- Asturica was the main city in northwest Spain during the Roman Empire. Plinius Roman author, naturalist, and natural philosopher, as well as naval and army commander called the city Urbs magnifica ("magnificent city"). The Via Platea went from Asturica (Astorga) to Emerita (Mérida). One of the first three bishoprics in Spain was founded in Astorga, known as the Roman Catholic Diocese of Astorga. The title of Bishop of Astorga is one of the oldest religious charges of Europe.
- Astorga was sacked by the Visigothic King Theodoric II sometime during time of his rule. On 5 October 456, at the Battle at the Campus Paramus, 19 km (12 mi) from Astorga on the Urbicus (Órbigo), Theoderic II, Eighth Visigoth King from 453 to 466 AD, lead an army into Spain and defeated Rechiar, Suebic King of Galicia from 488 to 12/456. During the waves of invasion of the peninsula by the Germanic tribes, one bishop was the noted Turibio. He documented the conversion of the Suebic King Remismund to Arianism, and worked to restore the churches destroyed by the Visigoths. The bishop was able to travel to Rome, from which he brought back what is believed to be a relic of the True Cross, for which he founded the Monastery of Santo Toribio de Liébana, where it is still preserved. Because Romans had control of the city, Christianity became very popular in this area during the early church. There is a legend that St. James (Santiago) and St. Paul both preached in Astorga and there is proof that there was a bishopric around the 3rd century. At the very beginning of Leo I's pontificate, in the years 444-447, Turribius, the bishop of Astorga in León, sent to Rome a memorandum warning that Priscillianism was by no means dead, reporting that it numbered even bishops among its supporters, and asking the aid of the Roman See. The distance was insurmountable in the 5th century. Germanic tribes, the Visigoths, took control over Astorga and destroyed the Roman city. However, it prospered with the help of Saints Toribio, Fructuoso, and Valerio.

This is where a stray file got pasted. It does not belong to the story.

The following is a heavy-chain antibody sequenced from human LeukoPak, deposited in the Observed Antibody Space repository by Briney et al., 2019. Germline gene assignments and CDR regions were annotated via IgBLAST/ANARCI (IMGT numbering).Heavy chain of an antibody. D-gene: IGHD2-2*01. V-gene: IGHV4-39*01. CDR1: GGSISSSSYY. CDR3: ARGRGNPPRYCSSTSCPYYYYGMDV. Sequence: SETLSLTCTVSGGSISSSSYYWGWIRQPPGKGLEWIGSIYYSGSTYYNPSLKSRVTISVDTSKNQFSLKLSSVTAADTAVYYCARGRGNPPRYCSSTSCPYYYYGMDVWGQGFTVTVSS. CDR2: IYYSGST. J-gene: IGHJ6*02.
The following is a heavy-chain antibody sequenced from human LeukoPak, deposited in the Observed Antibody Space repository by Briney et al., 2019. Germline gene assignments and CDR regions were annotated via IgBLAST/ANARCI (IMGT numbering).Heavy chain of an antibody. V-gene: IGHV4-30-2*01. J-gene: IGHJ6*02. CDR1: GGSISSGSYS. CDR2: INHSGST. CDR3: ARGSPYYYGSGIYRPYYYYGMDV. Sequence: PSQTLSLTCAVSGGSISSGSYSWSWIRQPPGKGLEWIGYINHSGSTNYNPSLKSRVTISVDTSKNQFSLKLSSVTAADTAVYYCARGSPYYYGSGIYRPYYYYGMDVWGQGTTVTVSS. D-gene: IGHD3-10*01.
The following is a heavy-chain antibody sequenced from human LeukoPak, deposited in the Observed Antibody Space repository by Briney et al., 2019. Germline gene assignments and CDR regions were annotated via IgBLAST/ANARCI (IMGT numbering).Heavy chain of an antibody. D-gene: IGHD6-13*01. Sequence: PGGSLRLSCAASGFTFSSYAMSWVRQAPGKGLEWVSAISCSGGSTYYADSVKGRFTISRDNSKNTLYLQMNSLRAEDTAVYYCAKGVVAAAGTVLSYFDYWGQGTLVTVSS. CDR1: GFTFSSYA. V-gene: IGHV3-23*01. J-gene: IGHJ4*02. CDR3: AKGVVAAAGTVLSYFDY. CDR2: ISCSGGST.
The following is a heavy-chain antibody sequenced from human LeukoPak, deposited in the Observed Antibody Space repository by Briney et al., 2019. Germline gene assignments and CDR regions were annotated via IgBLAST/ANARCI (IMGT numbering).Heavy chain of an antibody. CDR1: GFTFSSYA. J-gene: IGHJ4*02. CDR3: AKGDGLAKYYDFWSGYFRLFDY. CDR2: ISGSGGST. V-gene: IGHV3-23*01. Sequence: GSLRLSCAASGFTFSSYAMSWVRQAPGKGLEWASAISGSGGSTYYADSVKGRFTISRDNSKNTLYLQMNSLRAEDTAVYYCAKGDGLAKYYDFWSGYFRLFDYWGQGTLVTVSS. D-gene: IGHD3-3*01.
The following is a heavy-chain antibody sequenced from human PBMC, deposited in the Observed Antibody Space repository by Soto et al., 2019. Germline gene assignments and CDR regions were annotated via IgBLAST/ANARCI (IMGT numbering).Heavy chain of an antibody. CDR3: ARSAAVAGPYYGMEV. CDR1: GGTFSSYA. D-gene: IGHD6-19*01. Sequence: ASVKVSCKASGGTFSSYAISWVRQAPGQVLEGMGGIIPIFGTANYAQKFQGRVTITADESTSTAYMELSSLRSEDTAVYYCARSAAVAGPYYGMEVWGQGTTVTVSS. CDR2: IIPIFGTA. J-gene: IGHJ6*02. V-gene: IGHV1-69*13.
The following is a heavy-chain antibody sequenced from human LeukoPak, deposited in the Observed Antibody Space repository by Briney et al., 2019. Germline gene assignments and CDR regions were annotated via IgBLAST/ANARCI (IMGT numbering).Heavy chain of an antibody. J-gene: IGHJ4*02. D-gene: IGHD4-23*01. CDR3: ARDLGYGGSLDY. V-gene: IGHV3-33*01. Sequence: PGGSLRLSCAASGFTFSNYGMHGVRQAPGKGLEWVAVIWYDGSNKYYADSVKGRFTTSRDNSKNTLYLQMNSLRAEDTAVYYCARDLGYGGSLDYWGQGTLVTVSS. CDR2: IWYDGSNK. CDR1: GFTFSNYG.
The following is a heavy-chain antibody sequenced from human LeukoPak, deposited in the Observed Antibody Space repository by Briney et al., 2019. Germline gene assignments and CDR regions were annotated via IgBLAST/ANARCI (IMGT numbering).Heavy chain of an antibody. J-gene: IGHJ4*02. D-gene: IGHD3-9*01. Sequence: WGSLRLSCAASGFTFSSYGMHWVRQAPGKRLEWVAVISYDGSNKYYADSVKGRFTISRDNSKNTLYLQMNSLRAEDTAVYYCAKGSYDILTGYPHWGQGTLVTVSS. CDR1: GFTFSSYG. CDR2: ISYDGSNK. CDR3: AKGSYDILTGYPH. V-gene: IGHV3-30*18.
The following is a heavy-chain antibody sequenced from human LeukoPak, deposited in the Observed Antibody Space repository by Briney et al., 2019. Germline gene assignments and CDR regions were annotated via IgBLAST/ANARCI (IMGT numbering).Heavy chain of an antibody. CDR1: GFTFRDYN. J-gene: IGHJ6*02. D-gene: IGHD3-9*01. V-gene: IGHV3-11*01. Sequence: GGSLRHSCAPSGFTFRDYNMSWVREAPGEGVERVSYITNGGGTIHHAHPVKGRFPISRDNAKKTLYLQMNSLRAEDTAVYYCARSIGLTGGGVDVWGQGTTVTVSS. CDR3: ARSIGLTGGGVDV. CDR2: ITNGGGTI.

- After the Berbers' withdrawal to join the blazing Berber rebellion (739-742) and the campaigns of Alfonso I of Asturias (742-757) against the Andalusians, the city was abandoned, being in the largely empty buffer zone between Moors and Christians known at the time as "The Desert of the Duero," and was part of the Repoblación ("repopulation") effort carried out a century later during the reign of Ordoño I of Asturias (850-866). Astorga suffered from decadence until the 11th century, when the city became a major stop on the French route for the pilgrims to the tomb of Saint James in Santiago de Compostela. Construction of the cathedral began in the 15th century and finished in the late 18th century.
- Jews were living in the fortified section of Astorga as early as the 11th century. Later they inhabited two quarters in the city. A street called the Garden (Paseo) of the Synagogue formerly ran beside the old city wall. Many Jews in Astorga were forcibly converted to Christianity in 1230–31. Although there is no record of the fate of the Jews of Astorga during the 1391 massacres, they suffered in the persecutions of 1412. At the synod held in Valladolid in 1432, the Astorga community claimed privileges exempting them from payment of crown taxes. The community existed until the expulsion of the Jews from Spain in 1492. Jews established their trades in the city. To this day, Astorga is the home of value-adding and special products.
- In 1528 Hernán Cortés brought Mexican Cacao bean to Spain. In the museum of chocolate in Astorga, 16th-century hot chocolate mugs are displayed. Astorga is the European birthplace of chocolate. One sees Astorga chocolate all over the region. The Marquisate of Astorga, the Diocese and the Maragato muleteers made Astorga a pioneer in the elaboration of chocolate from the 17th century. In 1914 there were 49 chocolate manufacturers in town.